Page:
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Wal-Mart's Wages Increase in China, Rollback in US

Instead of perpetuating a cycle of poverty among its workers, it's time Wal-Mart consider a meaningful wage increase for its U.S. employees who are struggling to make ends.
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Wal-Mart is raising wages for its employees -- in China, that is. Yes, the labor union representing Wal-Mart's Chinese workforce won yet another fight against Wal-Mart, successfully negotiating for an 8 percent raise for 2008 and 2009 as well as setting terms for paid vacation, social security, and overtime. This comes at a time when China's economy is booming, and demands for higher wages and better benefits are being pushed by none other than the Chinese government. Meanwhile, as the U.S. economy falters and Wal-Mart benefits, Wal-Mart's U.S. hourly workers are experiencing nothing short of a wage "rollback."

Sadly, wages for the average hourly U.S. Wal-Mart employee have actually fallen when adjusted for inflation. In 2004, Wal-Mart reported an average (Wal-Mart refuses to disclose a median wage which would provide a more accurate picture of wages at the company) hourly wage of $9.68. In 2008, the reported wage is $10.86. But in 2004 dollars, the average hourly wage is $9.55, which means workers are worse off today than they were four years ago. So, while the price of gas, food and health care are rising, Wal-Mart employees' wages are falling.

Even when not accounting for inflation, Wal-Mart's "average" disclosed hourly wage puts a family of four below the federal poverty line. In light of the fact that "full-time" work for Wal-Mart employees is often 34 hours a week, this means the "average" hourly worker earns only about $19,200 annually. Plus, starting wages at the company's stores are often much lower than the "average hourly wage."

So, it is no wonder that Wal-Mart employees top the public assistance rolls for Medicaid, SCHIP and other programs. But instead of actually raising wages to help employees lift themselves out of poverty, Wal-Mart chooses to get credit for telling them about how to get more government assistance. Case in point, just a few weeks ago, Wal-Mart came out in support of legislation that would require large employers to notify their employees about the availability of the Earned Income Tax Credit. Wal-Mart would never disclose how many of its employees likely qualify for this poverty-alleviating tax option, but given Wal-Mart's low wages, it is likely to be a sizeable number.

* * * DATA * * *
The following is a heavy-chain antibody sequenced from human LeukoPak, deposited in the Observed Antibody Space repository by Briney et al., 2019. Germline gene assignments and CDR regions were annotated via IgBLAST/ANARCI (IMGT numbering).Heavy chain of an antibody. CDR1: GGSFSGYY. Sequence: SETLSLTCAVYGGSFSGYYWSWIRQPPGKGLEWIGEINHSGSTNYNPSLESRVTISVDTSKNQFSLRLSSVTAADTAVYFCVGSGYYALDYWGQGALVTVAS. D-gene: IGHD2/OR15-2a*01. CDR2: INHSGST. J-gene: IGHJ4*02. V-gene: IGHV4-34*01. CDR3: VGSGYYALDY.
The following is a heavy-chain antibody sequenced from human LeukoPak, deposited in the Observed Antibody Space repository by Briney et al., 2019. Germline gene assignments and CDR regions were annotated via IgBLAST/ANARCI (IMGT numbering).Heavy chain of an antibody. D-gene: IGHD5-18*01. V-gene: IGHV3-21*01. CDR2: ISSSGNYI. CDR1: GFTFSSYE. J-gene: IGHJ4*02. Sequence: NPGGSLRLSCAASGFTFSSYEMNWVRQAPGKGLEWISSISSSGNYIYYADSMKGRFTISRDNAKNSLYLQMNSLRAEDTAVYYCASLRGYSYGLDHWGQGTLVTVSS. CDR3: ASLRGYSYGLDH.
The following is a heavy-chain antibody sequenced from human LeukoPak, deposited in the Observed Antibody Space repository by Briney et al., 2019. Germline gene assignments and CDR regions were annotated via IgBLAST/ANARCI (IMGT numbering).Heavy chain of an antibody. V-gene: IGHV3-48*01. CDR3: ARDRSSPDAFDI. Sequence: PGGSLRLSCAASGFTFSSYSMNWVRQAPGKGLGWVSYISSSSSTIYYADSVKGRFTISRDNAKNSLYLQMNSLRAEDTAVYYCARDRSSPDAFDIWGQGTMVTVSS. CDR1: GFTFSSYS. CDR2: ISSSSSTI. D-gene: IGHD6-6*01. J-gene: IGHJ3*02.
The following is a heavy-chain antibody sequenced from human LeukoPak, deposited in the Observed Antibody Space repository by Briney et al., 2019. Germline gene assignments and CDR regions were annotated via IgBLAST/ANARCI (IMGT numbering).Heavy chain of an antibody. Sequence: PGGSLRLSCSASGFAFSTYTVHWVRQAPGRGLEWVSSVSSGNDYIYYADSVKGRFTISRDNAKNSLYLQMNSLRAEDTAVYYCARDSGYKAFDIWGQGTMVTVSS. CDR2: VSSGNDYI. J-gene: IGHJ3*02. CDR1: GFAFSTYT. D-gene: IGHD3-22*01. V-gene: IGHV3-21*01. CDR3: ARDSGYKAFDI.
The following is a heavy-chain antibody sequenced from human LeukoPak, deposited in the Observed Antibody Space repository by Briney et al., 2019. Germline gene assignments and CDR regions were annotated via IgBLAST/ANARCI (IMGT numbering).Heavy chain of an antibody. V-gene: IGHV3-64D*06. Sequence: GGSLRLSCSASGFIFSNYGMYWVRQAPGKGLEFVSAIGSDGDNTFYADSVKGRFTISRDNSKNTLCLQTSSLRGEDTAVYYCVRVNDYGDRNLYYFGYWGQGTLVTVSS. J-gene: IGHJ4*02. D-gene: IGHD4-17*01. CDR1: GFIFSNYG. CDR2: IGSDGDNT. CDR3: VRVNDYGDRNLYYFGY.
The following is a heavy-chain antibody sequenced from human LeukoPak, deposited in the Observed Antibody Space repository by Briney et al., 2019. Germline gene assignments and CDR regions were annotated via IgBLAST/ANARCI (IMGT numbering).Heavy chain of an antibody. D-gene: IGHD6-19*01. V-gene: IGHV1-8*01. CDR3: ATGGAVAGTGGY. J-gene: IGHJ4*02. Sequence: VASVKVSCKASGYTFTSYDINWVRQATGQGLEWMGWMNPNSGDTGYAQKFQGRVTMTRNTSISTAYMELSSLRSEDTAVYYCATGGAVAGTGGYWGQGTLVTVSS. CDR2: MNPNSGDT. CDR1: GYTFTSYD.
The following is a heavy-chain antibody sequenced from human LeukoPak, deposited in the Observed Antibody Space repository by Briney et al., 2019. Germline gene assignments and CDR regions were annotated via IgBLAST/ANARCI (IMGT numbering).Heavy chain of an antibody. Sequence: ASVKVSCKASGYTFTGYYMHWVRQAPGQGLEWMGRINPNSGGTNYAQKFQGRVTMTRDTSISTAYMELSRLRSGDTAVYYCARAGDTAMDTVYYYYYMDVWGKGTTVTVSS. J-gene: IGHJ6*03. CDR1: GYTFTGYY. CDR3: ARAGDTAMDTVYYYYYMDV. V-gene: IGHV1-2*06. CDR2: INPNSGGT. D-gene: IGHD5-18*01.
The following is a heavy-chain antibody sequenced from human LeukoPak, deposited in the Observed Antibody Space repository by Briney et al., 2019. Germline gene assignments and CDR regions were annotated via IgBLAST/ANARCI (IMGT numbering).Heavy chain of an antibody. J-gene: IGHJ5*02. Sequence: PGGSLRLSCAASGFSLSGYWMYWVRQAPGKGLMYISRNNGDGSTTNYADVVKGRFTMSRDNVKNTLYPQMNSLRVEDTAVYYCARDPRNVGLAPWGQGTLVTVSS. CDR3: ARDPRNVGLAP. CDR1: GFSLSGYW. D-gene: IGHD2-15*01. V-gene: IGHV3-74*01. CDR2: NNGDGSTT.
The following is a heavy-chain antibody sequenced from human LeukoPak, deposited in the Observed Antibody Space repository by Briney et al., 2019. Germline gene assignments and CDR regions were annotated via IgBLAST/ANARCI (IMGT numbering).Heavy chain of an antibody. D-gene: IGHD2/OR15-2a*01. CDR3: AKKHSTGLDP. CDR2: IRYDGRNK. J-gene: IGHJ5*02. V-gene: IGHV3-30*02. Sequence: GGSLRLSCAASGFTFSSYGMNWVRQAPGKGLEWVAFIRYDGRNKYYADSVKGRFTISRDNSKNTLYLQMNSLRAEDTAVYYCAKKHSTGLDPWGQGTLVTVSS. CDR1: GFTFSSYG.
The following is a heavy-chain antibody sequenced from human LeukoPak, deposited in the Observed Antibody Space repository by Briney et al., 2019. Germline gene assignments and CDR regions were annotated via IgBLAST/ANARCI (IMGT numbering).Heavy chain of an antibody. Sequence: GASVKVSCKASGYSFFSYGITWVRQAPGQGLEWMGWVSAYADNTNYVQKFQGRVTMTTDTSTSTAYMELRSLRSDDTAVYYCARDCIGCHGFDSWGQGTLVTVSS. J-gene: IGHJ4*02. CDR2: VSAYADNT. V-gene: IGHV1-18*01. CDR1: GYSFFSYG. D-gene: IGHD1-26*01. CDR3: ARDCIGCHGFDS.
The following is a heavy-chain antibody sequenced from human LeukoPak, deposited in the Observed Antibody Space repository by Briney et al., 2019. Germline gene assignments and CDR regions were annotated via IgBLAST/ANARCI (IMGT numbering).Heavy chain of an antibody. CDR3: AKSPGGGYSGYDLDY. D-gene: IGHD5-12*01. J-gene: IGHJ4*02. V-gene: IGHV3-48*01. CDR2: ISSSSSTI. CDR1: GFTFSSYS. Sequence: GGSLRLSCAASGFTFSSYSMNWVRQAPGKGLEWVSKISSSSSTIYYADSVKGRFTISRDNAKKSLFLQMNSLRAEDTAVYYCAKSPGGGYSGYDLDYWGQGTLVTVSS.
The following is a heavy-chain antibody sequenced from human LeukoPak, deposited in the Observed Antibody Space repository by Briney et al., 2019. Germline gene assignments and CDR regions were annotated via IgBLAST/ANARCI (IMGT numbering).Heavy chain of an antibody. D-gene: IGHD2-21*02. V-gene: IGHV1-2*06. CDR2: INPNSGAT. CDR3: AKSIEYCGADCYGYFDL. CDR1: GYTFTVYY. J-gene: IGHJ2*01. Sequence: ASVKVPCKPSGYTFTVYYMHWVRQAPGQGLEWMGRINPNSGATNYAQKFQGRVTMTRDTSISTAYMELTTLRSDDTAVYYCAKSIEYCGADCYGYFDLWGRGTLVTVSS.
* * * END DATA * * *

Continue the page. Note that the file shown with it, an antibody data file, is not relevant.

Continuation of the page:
This is all happening in the context of an American economy that continues to decline while Wal-Mart's revenue continues to rise higher than ever. The company was again crowned the largest company in the world by Forbes, and has continued to outperform its retail competitors as shoppers trade down. The Walton family -- who control 43% of Wal-Mart stock through the Helen Walton Family Group -- earned close to $29 billion just on the increase in Wal-Mart stock prices during the previous seven months (November 2007 to June 2008) alone. The relationship between the Walton family and Wal-Mart workers is a stark example of the old adage that while the rich get richer, the poor get poorer.

We don't begrudge Wal-Mart raising wages at its stores in China (the employees there certainly need it) and it's also appropriate for the company to inform its employees about issues such as the Earned Income Tax Credit. But the company's U.S. employees need higher wages now more than ever.

Instead of perpetuating a cycle of poverty among its workers with a low wage, poor benefit business model, it is time Wal-Mart consider a meaningful wage increase for its hourly U.S. employees who are struggling just to make ends meet for their families. Wal-Mart can and should do better for its 1.4 million U.S. workers.

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